Category: Uncategorized

Configuring Network settings for PostgreSQL using Bicep

At work I always get new Azure Services to deploy and I always use Bicep. Here is how to manage network settings for PostgrSQL flexible server. This is the service one, not the “run on a Linux VM one”. ALWAYS use the service flavor.

Basic PostgreSQL bicep

Getting the Bicep from an existing Azure resource is super simple. Use VS code and the Command Palette (Ctrl+Shift P) and type Bicep: Insert Resource. Bom! There is your Bicep code and to understand it, here is the documentation reference.

Network settings

These are not found in the export and you have to add them manually (not great), but that is because it is a subtype. It is a separate type but can only exist when connected to another type. The definition is not hard to find:

resource symbolicname 'Microsoft.DBforPostgreSQL/flexibleServers/firewallRules@2022-01-20-preview' = {
  name: 'string'
  parent: resourceSymbolicName
  properties: {
    endIpAddress: 'string'
    startIpAddress: 'string'

These are the same settings that you would use for an Azure SQL Server, it is just connected to a DBforPostgreSQL flexible server.
Simply add all the IP-ranges you need to allow. Such as “the office in Stockholm” or “the consultant”.

Allow Azure Services

This is a special case and you need to configure a specific rule for it, allowing the IP-range to

resource AllowAzureServices 'Microsoft.DBforPostgreSQL/flexibleServers/firewallRules@2022-01-20-preview' = {
  parent: PostgreSQLDB
  name: 'AllowAllAzureIps'
  properties: {
    endIpAddress: ''
    startIpAddress: ''

D365 F&O Batch Job done notification

A while ago I posted an easy how-to guide for calling APIs in Dynamics 365 Finance and Operations (or D365 F&O to its friends). In that post I looked for statuses of batch jobs. This is the follow up post on how to get notified when a batch job is done.

Batch job and alerting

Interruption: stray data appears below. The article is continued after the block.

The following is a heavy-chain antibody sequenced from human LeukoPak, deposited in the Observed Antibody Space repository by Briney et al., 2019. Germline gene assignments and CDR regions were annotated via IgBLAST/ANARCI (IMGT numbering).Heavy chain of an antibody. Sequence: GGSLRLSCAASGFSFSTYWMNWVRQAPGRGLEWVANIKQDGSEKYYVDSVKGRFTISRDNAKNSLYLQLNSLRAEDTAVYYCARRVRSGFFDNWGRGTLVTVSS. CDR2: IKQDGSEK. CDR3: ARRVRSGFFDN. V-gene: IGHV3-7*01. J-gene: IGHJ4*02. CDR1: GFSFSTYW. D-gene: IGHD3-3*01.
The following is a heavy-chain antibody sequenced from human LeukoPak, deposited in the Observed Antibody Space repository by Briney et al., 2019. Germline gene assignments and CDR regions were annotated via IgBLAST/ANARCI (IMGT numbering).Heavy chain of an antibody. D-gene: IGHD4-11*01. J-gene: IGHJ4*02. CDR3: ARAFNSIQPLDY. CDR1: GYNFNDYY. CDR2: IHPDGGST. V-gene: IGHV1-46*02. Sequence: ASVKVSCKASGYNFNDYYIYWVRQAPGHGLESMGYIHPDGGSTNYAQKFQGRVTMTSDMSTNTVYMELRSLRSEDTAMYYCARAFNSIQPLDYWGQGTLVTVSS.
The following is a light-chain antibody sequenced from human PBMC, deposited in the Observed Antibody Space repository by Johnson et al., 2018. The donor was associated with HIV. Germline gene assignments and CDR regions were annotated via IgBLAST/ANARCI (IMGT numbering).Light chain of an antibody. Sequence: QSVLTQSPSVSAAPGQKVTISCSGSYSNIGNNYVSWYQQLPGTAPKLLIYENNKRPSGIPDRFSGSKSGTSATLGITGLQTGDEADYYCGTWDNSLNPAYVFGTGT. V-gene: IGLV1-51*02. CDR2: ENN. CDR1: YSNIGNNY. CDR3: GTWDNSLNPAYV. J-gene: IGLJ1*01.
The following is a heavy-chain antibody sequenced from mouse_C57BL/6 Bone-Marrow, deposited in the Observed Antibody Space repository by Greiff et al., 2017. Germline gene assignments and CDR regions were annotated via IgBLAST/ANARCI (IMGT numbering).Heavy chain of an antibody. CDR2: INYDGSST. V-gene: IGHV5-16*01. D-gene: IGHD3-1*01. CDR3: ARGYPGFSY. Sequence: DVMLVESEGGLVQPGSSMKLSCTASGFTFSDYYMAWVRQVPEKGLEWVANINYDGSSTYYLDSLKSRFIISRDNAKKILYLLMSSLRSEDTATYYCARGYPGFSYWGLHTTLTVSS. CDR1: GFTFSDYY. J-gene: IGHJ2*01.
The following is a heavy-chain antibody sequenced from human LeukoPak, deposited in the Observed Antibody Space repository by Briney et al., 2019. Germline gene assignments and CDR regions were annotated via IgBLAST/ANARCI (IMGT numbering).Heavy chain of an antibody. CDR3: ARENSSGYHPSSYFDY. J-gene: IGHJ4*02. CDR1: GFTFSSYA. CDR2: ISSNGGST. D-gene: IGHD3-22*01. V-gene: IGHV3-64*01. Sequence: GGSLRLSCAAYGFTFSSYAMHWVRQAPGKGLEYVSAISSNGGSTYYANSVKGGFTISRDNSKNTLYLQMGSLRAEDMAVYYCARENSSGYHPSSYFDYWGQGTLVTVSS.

You can configure a batch to send you an e-mail when the batch is done, or errored, but an e-mail is not very computer to computer friendly. I needed a response back so the next action (or batch) could be executed.

If you only need an e-mail when a batch is done. I suggest you check out this page.

I am actually surprised that this is not a feature in D365 but it is easy enough to build using Logic Apps.

The D365 APIs

If you need information on connecting to the APIs you can find that in my last post Talking to the D365 F&O Rest APIs.

The secret here is to use two features: A callback Url and a do-while loop.

What is a callback URL?

Glad you asked. When you call an API the operation might take a long time to complete, such as creating a new order or running a batch. Instead of either waiting for a very long time or getting a timeout, you give the call a callback URL. This URL is basically saying “When you are done, reply to this address”.

When calling such an endpoint you supply the callback URL as a header or part of a message body, and the service should reply with a 202 Accepted, meaning “I received your message and will get back to you.”

Setting up a callback URL is not the scope of this post. In my scenario it was handled by Azure Data Factory and was just a tickbox.

The Logic App flow

Your exact needs may differ, but we decided on getting a batch ID and the callBackURL as properties of the POST body.
The flow started the batch using the standard Logic Apps connector.

Then the Logic App simply queries the “Batch Status” in the D365 Data API until the batch is not executing anymore.

When the batch is done, or there is an error of some sort, we respond back using the callback URL.

Here is what the Get Batch Status from Data-API looks like:

Details about the call can be found in the earlier post.

A warning!

This will not work on so called “scheduled batch jobs”. The reason is that if you trigger them, ie set to waiting, they will just continue to wait until the scheduling kicks in. In the Logic App above this will respond back as an error.

If you need to be able to trigger the jobs imediatly, you need to remove the scheduling. But that is kind of the reason why you need to do this anyway.

Tips for testing

If you trigger the Logic App using Postman you cannot really handle the callback and you need to setup another endpoint for your Logic App to respond to. I used RequestBin, which solves this problem 100%.